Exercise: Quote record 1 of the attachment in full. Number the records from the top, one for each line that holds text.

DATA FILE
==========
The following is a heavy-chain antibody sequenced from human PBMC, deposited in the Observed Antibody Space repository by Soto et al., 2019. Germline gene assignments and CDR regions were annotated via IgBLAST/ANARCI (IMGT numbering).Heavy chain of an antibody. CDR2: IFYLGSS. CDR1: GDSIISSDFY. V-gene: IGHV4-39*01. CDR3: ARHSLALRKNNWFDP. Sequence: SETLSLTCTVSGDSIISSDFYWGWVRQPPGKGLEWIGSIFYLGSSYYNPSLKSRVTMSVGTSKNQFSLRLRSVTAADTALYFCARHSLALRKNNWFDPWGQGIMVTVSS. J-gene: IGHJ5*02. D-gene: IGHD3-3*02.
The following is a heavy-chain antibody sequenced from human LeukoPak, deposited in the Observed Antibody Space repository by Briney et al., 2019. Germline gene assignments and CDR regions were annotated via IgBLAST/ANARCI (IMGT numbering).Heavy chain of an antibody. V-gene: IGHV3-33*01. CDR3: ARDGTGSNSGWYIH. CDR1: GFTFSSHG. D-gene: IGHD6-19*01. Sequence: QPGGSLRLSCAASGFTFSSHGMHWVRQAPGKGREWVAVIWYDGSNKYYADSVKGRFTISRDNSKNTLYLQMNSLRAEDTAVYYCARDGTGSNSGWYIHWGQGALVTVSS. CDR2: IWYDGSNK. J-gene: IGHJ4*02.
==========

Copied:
The following is a heavy-chain antibody sequenced from human PBMC, deposited in the Observed Antibody Space repository by Soto et al., 2019. Germline gene assignments and CDR regions were annotated via IgBLAST/ANARCI (IMGT numbering).Heavy chain of an antibody. CDR2: IFYLGSS. CDR1: GDSIISSDFY. V-gene: IGHV4-39*01. CDR3: ARHSLALRKNNWFDP. Sequence: SETLSLTCTVSGDSIISSDFYWGWVRQPPGKGLEWIGSIFYLGSSYYNPSLKSRVTMSVGTSKNQFSLRLRSVTAADTALYFCARHSLALRKNNWFDPWGQGIMVTVSS. J-gene: IGHJ5*02. D-gene: IGHD3-3*02.